Winter to Spring update
It is a busy time at Cotswold Country Flowers HQ and with many lovely events coming up to celebrate this spring, it's a long blog but well worth the read…the finale is my six top tips to create a cut flower patch.
Mothers Day, Easter and Subscription Flowers
Let’s start with a first for me… Mother’s Day bouquets! We are all missing our Mums/Aunts/Grandma’s so much I just wanted to share the flowery love earlier than usual this year. I have some excellent suppliers of British flowers teed up to help me with top ups and I’m so looking forward to delivering the most amazing bouquets of British grown spring blooms on Saturday 13th and Sunday 14th March in the Dursley, Wotton-under-Edge, Nailsworth and Stroud areas. Order books will be closing on Tuesday 9th March to give me time to prepare the most fantastic gift bouquets.
To coincide with Mother's Day, I'm also excited and delighted to launch my popular monthly subscription flowers service, a whole month early! What a treat! A seasonal bouquet can be delivered each month from mid-March right through to December 2021 if required.
Easter is hot on the heels and once again I’ll be making seasonal bouquet deliveries in the Dursley and Stroud areas on Saturday 3 April (Easter Saturday) - order book is filling up already!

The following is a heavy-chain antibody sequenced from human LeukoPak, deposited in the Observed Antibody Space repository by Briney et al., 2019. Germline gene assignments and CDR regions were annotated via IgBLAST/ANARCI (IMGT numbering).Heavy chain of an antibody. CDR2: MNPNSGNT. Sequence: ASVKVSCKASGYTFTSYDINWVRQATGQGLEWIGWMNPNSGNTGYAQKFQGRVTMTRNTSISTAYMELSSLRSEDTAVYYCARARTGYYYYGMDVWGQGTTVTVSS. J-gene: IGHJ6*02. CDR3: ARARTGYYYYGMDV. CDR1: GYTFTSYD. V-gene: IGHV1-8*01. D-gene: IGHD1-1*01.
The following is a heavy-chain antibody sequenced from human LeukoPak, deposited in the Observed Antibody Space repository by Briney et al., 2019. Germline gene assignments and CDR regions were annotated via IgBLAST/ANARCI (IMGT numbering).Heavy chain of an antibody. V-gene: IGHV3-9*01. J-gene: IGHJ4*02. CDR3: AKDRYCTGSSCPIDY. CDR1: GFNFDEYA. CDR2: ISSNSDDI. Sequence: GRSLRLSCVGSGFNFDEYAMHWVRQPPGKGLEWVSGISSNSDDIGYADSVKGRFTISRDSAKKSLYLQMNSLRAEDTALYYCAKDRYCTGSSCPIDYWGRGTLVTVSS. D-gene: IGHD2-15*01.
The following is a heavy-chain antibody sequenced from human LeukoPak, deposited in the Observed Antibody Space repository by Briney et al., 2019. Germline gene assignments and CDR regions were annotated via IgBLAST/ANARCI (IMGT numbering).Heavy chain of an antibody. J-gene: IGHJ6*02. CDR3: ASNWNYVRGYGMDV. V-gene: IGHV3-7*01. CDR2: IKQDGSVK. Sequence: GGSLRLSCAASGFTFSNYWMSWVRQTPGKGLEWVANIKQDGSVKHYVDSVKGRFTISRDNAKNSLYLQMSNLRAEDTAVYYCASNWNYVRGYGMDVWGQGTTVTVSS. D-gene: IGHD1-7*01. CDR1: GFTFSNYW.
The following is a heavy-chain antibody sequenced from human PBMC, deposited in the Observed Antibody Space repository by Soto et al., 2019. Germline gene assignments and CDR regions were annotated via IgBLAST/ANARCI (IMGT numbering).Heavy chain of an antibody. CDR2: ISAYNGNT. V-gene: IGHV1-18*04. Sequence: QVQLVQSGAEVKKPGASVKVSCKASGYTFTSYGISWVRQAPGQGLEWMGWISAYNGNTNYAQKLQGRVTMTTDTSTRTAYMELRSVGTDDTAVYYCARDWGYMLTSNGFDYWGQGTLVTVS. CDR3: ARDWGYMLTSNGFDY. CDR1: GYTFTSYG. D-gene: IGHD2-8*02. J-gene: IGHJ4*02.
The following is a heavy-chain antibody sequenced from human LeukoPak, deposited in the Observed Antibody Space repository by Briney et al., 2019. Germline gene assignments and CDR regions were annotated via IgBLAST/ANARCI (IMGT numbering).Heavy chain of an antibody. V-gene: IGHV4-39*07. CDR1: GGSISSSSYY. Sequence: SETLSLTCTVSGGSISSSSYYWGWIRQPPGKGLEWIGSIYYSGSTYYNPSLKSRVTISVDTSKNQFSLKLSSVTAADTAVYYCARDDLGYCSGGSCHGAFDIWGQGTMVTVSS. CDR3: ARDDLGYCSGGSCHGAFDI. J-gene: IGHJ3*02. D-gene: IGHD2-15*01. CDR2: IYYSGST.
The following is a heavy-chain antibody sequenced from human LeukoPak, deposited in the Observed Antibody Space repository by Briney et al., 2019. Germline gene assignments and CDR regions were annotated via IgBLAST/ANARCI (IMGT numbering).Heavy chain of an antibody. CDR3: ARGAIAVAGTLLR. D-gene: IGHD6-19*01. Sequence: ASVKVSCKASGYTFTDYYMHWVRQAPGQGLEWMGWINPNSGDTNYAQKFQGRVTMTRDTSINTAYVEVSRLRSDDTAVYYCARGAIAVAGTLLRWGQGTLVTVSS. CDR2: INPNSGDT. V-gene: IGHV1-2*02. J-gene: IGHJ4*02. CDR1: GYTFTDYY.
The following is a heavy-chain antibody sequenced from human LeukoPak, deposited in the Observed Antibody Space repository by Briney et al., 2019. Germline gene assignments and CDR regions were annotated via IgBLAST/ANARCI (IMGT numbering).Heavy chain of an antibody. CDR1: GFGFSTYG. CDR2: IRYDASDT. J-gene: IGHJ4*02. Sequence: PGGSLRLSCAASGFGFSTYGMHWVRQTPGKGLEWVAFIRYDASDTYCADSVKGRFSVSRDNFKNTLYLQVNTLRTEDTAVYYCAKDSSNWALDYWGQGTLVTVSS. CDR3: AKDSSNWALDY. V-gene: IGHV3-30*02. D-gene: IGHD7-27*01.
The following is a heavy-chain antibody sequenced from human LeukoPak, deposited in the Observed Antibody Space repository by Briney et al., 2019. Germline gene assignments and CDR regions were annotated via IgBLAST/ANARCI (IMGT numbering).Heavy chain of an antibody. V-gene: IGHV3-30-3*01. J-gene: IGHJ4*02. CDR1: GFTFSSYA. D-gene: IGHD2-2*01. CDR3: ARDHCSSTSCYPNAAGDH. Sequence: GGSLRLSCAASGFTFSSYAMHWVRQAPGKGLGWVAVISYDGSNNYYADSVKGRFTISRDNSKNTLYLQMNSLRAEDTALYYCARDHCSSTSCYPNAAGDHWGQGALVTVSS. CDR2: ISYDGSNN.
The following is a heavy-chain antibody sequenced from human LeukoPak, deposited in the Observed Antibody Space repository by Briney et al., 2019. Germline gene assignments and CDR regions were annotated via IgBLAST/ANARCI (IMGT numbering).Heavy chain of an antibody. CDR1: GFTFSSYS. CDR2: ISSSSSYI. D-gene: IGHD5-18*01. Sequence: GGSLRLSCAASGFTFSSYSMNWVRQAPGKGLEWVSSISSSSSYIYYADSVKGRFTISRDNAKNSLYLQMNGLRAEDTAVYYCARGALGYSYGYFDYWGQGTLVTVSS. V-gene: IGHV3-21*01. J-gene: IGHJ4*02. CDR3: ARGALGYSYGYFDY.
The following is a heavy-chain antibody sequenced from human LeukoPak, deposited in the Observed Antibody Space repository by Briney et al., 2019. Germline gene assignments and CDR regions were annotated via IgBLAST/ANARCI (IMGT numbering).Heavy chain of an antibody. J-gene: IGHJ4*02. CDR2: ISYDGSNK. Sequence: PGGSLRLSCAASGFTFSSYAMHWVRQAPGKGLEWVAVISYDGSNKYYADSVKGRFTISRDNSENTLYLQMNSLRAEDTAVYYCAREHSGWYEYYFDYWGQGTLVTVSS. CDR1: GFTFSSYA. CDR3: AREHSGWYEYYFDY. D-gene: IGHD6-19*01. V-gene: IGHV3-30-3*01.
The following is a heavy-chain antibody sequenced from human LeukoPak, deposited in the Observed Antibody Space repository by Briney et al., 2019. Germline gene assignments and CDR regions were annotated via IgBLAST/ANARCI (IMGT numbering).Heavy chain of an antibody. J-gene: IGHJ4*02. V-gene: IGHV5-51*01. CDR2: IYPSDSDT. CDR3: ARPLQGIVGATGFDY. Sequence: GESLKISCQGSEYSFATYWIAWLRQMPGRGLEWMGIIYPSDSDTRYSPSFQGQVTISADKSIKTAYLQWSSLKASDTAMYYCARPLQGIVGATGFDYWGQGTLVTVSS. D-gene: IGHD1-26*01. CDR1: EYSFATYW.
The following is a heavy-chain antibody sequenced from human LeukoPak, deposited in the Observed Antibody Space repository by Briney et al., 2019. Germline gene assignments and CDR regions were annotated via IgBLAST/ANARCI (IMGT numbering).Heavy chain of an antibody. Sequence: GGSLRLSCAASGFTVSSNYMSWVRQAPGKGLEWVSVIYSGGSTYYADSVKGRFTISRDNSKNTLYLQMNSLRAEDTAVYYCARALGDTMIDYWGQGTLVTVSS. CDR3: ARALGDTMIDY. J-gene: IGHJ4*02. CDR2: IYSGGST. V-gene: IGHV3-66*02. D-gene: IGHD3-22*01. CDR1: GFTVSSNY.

Seed to Vase 2021
It's been a pleasure to meet both my Seed to Vase groups …. initially online of course. But thanks to having all fingers and toes crossed we will be meeting in person in early April (yippee!). I introduced a couple of extra free sessions, provided a starter kit, and turned into a Vlogger (whatever next!) with a series of YouTube videos. Together we have shared the excitement and anticipation of the growing process – starting with sowing hardy annuals. The Whatsapp group is already resounding with squeals of delight.
We have lift off!
After several weeks of tooing and froing I ticked off another technical milestone with the launch of my online shop for dried flower products. The dried flower wreath-making kits were a hit, and I sold lots as Christmas/birthday presents or lockdown craft activities. There are still a couple left; they include full instructions - oodles of flowers, of course - together with a YouTube video
The 2021 wedding season was looking busy, with most from last year deferred. However, not surprisingly many couples have had to rethink their plans once again - the next few weeks will be critical to see when it will really be possible to safely meet in large groups to celebrate such a special day. One of the advantages of growing my own flowers is that I can service all sizes of weddings including “micro-weddings''. Different tiers and lockdowns have affected everyone's wedding plans, and I just want to help as much as I can. Definitely, something to look forward to as another heavy shower of rain batters my office window!
I’ve already got several dates listed for my popular Garden to Vase workshops together with Cut Flower Growing days, Pick Your Own Flowers and Garden Tours sprinkled into the mix. Numbers are limited and places are filling up quickly already as lockdown rules are relaxed. They make great gift “experiences” which are all the rage now.
Softening tricky times…